July 2013 Shark Bytes
Posted on Wednesday, 31 July 2013
Dear Shark Lovers,
Wow, wow, wow …. That pretty much sums up the last few weeks’ activity at Seal Island, reminding us all once again what an incredibly unique and spectacular place this is.
Most of our news this month is focused on the natural predation activity and also the return of more of our favourite and regular Seal Island sharks.
Great Water Visibility
Shark sightings around the boat and predatory activity had been building towards the end of June but a 5 day period of bad weather in early July did cause some decrease in activity.
Once the weather started to settle down again we found that the water visibility at The Island was fantastic and was averaging at 10 meters plus (very good for us!). The settled weather made for perfect cage diving conditions and all guests were having fantastic views from underwater.
However, the great water visibility seemed to have a huge effect on seeing breaches on the decoy and these were very few and far between.
We are not entirely sure but we think that with the water visibility being so good the sharks may be able to pick up in the last split second moment before hitting the decoy that it is not exactly what they are looking for. Rather than waste unnecessary energy they seem to pull out of the final attack.
The great water visibility has stayed with us the whole of July and so the low rate of success on the decoy has continued for the whole month.
This was no problem at all though and we focused our attention on great cage dives and the intense natural predation activity that was to follow…
An Intense Amount of Predation Activity
Due to the huge demand of our Predation Specialty 10 Day Expedition each year we decided to host 2 trips for the 2013 Season.
We could not have picked more appropriate dates as the intense activity kicked off right from 16 July, day number 1!
We arrived to light winds and 38 predatory events in 3 hours, including a spectacular full breach on a group of seals. Our guests could not quite believe what they were seeing as for some this was their first ever Great White Shark sighting!
Over the next 4 days we recorded just over 120 events…These kinds of mornings are hard to describe. Everyone is focusing really hard on looking for seals and splashes that indicate an event is in progress or just scanning the sea-scape hoping to catch the sight of a Great white shark in full flight. The crew is calling out seal movement, what direction they are and how far from the boat … the skipper is reacting to the directions and the energy is high. It must sometimes sound like a military operation to those who are new on the boat.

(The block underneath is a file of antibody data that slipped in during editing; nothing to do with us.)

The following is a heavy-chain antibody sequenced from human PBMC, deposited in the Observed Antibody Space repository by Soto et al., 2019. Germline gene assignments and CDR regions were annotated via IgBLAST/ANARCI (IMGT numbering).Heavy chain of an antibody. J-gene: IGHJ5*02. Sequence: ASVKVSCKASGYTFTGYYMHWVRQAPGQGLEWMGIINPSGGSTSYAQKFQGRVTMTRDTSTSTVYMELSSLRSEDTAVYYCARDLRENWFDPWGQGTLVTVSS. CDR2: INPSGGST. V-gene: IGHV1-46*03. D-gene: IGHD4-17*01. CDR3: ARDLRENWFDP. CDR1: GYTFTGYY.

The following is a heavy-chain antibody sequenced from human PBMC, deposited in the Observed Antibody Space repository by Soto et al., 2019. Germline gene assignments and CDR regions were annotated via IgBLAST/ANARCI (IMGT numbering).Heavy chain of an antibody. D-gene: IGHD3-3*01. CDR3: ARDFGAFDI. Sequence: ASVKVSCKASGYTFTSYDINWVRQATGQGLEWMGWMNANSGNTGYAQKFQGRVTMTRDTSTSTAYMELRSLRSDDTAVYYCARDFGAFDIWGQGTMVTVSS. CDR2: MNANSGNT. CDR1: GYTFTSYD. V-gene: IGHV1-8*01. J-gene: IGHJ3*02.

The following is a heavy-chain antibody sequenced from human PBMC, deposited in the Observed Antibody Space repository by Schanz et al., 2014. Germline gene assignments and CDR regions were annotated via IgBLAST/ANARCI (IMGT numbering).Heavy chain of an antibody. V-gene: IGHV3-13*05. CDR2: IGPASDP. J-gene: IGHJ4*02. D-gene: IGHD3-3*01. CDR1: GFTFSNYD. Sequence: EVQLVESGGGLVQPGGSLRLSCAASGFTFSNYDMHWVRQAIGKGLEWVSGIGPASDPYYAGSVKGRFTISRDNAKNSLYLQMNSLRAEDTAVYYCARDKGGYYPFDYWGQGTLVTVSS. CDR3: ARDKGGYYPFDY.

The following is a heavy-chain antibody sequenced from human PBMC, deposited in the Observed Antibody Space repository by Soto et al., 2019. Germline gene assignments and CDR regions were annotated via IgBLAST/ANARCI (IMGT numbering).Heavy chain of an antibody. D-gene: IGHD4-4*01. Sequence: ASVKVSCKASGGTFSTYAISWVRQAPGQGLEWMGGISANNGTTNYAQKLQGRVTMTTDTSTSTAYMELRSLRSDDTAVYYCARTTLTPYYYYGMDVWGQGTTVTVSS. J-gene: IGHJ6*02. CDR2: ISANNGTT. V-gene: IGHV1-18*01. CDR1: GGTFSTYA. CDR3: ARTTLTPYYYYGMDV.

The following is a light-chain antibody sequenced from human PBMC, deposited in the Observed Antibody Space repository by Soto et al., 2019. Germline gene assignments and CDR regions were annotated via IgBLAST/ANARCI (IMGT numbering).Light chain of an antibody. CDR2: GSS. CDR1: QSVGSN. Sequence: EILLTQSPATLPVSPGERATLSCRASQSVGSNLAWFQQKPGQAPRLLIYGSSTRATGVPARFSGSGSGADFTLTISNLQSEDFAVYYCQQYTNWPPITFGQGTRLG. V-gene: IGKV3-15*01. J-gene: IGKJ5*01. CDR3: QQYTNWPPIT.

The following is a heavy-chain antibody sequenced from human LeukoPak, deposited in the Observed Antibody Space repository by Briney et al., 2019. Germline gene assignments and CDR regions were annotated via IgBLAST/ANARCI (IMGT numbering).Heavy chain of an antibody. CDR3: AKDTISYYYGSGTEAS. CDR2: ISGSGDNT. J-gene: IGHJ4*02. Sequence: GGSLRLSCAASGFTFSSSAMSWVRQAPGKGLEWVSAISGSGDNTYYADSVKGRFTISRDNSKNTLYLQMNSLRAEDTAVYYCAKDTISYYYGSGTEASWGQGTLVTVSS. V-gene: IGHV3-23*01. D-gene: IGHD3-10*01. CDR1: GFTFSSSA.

But, to do this properly, it is the only way. The events are incredibly sensitive and if you are not paying attention it is very easy to run over seals that have not been spotted or approach too close to an event. Everyone has to be on their game in order to have the least amount of impact on the area and at the same time witness amazing natural history and behaviour.
These 4 intense days took place leading up to bad weather and peaked just before a short winter storm hit Cape Town.
Weather seems to play a vital role in predation activity and we do see these activity spikes with the build up to bad weather. It could be that more seals are returning to haul out on Seal Island and this in turn attracts more hunting Great white sharks to the Island.
Just after the bad weather we had a few quiet days with little hunting activity. It could have been that the batch of sharks that had been at Seal Island for the previous few days had eaten and had their full.
It was time for them to move out and a new batch of sharks was yet to move in…
There were still a couple of sharks around, including Deux Rossi, and since the great water visibility was still present we made the most of some fantastic cage diving and getting a different perspective of the sharks underwater.
As the wind began to turn round to a moderate northerly direction so too did the predatory activity start to increase again and the next cycle began. In the following 3 days we were back up to recording 20 plus events per day.
When it is so intense like this it is sometimes important to step back and digest exactly what we are seeing and what is taking place. There are few places on earth where natural predation or predator/prey interactions take place on such an intense level.
When a lot of sharks are present at Seal Island and are in hunting mode there is tremendous competition between sharks. The pressure means that they most likely push each other to hunt even when they maybe don’t feel they have the advantage. As such on these busy days it more than likely that the sharks are trying to hunt multiple times on a morning, a lot of times without success.
When they are successful they need to consume the seal very quickly as there is a very high chance of losing their meal to another shark. There is often a lot of splashing going on with each event and other sharks will be cued into these sounds. Likewise if one shark is unsuccessful the seal will move off from the predation event but another hunting shark will be waiting and another event will take place… so it makes sense that the pressure between the sharks creates these extremely high predation days.